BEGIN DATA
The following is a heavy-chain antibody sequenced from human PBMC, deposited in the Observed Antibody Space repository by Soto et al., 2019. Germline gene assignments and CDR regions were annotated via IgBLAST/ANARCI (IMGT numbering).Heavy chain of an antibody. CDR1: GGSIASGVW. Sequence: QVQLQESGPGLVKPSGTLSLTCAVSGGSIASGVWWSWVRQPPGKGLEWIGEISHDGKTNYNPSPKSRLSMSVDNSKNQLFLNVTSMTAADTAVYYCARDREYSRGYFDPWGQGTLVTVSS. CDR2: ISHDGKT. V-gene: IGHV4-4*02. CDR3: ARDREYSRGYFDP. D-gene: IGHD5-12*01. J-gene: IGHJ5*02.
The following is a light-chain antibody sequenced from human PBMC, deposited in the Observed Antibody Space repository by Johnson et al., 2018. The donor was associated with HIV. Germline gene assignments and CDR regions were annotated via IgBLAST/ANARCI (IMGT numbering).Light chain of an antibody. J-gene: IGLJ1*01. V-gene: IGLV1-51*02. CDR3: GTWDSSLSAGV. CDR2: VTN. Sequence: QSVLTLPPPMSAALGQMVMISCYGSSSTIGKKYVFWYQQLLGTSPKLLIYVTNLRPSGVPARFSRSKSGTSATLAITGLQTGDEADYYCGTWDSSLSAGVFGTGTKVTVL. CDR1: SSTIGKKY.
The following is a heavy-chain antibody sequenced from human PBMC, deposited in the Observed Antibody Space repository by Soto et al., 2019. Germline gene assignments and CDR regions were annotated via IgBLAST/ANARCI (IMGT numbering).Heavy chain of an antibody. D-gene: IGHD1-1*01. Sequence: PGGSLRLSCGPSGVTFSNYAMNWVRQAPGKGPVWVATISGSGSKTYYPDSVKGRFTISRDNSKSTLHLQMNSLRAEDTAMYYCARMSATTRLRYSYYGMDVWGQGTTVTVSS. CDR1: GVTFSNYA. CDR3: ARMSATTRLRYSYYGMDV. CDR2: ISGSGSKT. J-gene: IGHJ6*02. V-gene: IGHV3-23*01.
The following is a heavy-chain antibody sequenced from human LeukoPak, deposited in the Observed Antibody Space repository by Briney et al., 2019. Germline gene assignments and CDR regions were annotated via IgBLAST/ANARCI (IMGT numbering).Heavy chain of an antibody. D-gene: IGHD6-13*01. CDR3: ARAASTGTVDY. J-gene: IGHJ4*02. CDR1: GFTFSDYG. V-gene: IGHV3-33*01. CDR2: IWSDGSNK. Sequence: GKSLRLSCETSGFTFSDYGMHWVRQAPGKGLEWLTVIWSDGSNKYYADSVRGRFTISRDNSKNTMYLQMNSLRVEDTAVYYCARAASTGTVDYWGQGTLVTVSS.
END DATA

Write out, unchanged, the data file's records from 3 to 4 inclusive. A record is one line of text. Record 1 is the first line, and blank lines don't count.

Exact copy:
The following is a heavy-chain antibody sequenced from human PBMC, deposited in the Observed Antibody Space repository by Soto et al., 2019. Germline gene assignments and CDR regions were annotated via IgBLAST/ANARCI (IMGT numbering).Heavy chain of an antibody. D-gene: IGHD1-1*01. Sequence: PGGSLRLSCGPSGVTFSNYAMNWVRQAPGKGPVWVATISGSGSKTYYPDSVKGRFTISRDNSKSTLHLQMNSLRAEDTAMYYCARMSATTRLRYSYYGMDVWGQGTTVTVSS. CDR1: GVTFSNYA. CDR3: ARMSATTRLRYSYYGMDV. CDR2: ISGSGSKT. J-gene: IGHJ6*02. V-gene: IGHV3-23*01.
The following is a heavy-chain antibody sequenced from human LeukoPak, deposited in the Observed Antibody Space repository by Briney et al., 2019. Germline gene assignments and CDR regions were annotated via IgBLAST/ANARCI (IMGT numbering).Heavy chain of an antibody. D-gene: IGHD6-13*01. CDR3: ARAASTGTVDY. J-gene: IGHJ4*02. CDR1: GFTFSDYG. V-gene: IGHV3-33*01. CDR2: IWSDGSNK. Sequence: GKSLRLSCETSGFTFSDYGMHWVRQAPGKGLEWLTVIWSDGSNKYYADSVRGRFTISRDNSKNTMYLQMNSLRVEDTAVYYCARAASTGTVDYWGQGTLVTVSS.